Monday, 18 March 2013

A journey and a small gift

illustration by Jessie Willcox Smith via wikipedia
Like Alice and the White Rabbit I am about to disappear, not down a hole but
over mountains, rivers, forests, and sea
via wikipedia

via wikipedia
Anyone commenting on this post will be entered into Random Org. 
H will click the generate button after Easter. You will be given a number that tallies with your comment i.e first comment No. 1 etc.
My gift is a large canvass tote bag - useful for shopping, crafts/art materials, an extra bag for holidays etc.
Closing date for comments is midnight GMT Easter Sunday the 31st March 2013 so you have plenty of time. 
As I mentioned I am disappearing until after Easter so no more comments or posts from me until then. 
You could be forgiven for thinking that the bag looks rather plain and unexciting. However, when unfolded it features one of the latest linocuts done by youngest son.
"Owl hunting by the light of the moon"
 image courtesy my son
Good Luck

Sunday, 17 March 2013


There are three reasons that I like to visit IKEA - in their food store they sell an excellent selection of vacuum packed coffees for filters and cafetières at very reasonable prices - I stock up with several packets to last a few months. I also purchase SÅS - a mustard and dill sauce which is delicious with both smoked and fresh salmon, several jars return home with me. The food shop is always at the exit after you have gone through the final tills. Thirdly get your timing right and you can find some wonderful and unusual plants for both the house and garden at great prices.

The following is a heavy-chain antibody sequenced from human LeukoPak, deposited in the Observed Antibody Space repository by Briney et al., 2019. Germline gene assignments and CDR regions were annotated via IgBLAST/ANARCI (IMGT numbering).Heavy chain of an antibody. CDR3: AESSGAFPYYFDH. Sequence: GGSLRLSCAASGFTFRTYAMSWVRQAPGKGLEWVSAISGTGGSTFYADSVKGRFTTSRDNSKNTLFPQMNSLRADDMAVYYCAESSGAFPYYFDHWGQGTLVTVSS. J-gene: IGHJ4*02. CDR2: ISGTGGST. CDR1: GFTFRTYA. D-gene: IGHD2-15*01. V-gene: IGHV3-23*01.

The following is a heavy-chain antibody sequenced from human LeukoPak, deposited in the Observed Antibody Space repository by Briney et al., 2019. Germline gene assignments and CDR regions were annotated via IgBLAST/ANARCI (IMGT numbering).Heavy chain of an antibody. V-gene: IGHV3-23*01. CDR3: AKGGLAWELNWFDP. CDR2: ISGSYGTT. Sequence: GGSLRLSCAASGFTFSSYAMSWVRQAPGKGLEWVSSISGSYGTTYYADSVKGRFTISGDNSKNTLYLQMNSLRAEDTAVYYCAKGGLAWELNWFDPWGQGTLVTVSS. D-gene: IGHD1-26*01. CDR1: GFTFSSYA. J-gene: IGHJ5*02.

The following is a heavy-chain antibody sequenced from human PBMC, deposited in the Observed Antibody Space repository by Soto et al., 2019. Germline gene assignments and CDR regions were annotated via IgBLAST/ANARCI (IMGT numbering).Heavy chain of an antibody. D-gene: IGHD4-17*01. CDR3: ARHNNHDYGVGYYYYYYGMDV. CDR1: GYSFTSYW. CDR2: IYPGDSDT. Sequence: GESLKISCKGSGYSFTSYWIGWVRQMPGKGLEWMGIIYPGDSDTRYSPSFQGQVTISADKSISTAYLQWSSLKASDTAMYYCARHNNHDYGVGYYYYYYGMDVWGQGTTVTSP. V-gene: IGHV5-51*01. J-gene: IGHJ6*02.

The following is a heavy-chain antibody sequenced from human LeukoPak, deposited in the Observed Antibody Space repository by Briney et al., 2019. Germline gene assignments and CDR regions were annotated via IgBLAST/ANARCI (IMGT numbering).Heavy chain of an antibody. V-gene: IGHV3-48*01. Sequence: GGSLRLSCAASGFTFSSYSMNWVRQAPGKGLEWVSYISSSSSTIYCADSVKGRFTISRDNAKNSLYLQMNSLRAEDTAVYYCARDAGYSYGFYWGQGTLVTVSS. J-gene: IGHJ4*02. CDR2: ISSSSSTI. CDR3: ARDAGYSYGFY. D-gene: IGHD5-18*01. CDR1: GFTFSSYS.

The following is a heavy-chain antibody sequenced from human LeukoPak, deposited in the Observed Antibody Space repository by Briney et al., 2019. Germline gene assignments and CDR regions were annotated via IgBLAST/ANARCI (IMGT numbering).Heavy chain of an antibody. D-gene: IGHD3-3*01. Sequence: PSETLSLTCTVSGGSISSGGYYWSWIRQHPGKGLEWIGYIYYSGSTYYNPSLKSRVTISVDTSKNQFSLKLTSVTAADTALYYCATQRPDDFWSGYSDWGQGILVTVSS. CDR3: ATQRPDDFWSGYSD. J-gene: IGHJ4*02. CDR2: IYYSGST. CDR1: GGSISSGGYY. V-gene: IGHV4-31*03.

Argyranthemum - marguerite daisy
Cytisus with its miniature pea-like flowers
Stephanotis has a heavenly scent and waxy star shaped flowers
IKEA like to take you for a large detour around their huge stores passing things that they hope will tempt you, but you can cut through into what they call their Marketplace which takes you straight to the plants. I can be in and out in about 20 minutes flat - job done.

These three large beautiful plants cost me only £15.
It is St. Patrick's Day today and these colours represent the Irish flag -  green, white and orange. If you celebrate it then do have a happy day. 
via wikipedia

Friday, 15 March 2013

Beware Bacteria (partial repost)

via wikipedia
Salmonella typhimurium (red) invading cultured human cells 
This week Dame Sally Davies, the Government's Chief Medical Officer warned that we could slip back 200 years unless the "catastrophic threat" of antibiotic resistance is successfully tackled. She declared that in 20 years' time even minor surgery may lead to death through untreatable infections. Antimicrobial resistance is a ticking time-bomb not only for the UK but also for the world.